One of our readers is planning to sell his business and wants to know whether this would have any Capital Gains Tax (CGT) implications for him, says Pieter Willem Moolman.
CGT was introduced at the turn of the century and forms part of the provisions of the Income Tax Act. Income tax typically focuses on gains of a revenue nature, while CGT provisions target gains of a capital nature.
The first step in calculating a person’s tax liability is to determine whether a capital gain or loss has been made. The event that triggers CGT is the disposal of an asset and, unless such a disposal occurs, no gain or loss arises.
For the purposes of our discussion, the sale of a business crosses this first hurdle.
Where an asset is disposed of, the amount which is received by or which accrues to the seller of the asset, constitutes the proceeds from the disposal.
Another important building block in the calculation of a capital gain or loss is the base cost of an asset.
The base cost essentially consists of three broad components, namely costs incurred in respect of the: acquisition of an asset; improvement of an asset; and direct costs in respect of the acquisition and disposal of an asset.
CGT applies to all assets of a person which are disposed of on or after 1 October 2001 (valuation date), whether or not the asset was acquired before, on or after that date. However, only the gain accruing from the above date will be subject to tax.
Our reader therefore would have had to have had his business valued as at October 2001 to determine what his base cost is. If he acquired the business after this date, the purchase price and/or capital input will constitute the base cost.
The legislation also provides for formulas that can be used if no base cost was determined within the allowed time after October 2001.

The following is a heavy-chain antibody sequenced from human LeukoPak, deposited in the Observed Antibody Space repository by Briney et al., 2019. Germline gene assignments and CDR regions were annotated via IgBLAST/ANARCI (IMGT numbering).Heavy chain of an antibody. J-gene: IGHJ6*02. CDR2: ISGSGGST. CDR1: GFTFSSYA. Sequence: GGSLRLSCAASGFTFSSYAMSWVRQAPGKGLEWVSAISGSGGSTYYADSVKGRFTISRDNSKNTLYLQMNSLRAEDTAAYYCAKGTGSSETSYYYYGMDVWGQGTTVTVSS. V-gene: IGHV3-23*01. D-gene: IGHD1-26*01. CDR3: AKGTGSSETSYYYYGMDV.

Only a portion of the difference between the base cost and the proceeds (the taxable gain) will be included in the CGT calculation. In the case of natural persons, the inclusion rate is 25%.
Once a person’s taxable capital gain has been determined, it is included in his/her taxable income in terms of Section 26A of the Income Tax Act of 1962. Thereafter, the ordinary tax rates are applied to the person’s taxable income (which now includes taxable capital gains) to determine his/her normal income tax liability.
From the above it can also be seen that if our reader sells his business in August of one year, he will only have to account for capital gains, if any, at the end of the tax year in February of the following year.
On the other hand, it is also possible that if an asset is sold and ownership has been transferred in, say, February, but the seller only receives the purchase price some months later, for whatever reason, he will already be potentially liable for CGT after the end of February.
Since CGT could have such far-reaching effects, it is advisable to acquire sufficient information if any uncertainty exists.
Take note that CGT could also be an issue that affects the liquidity in a deceased estate, as there may be CGT payable in various instances as a result of death, which is seen as a disposal for CGT purposes.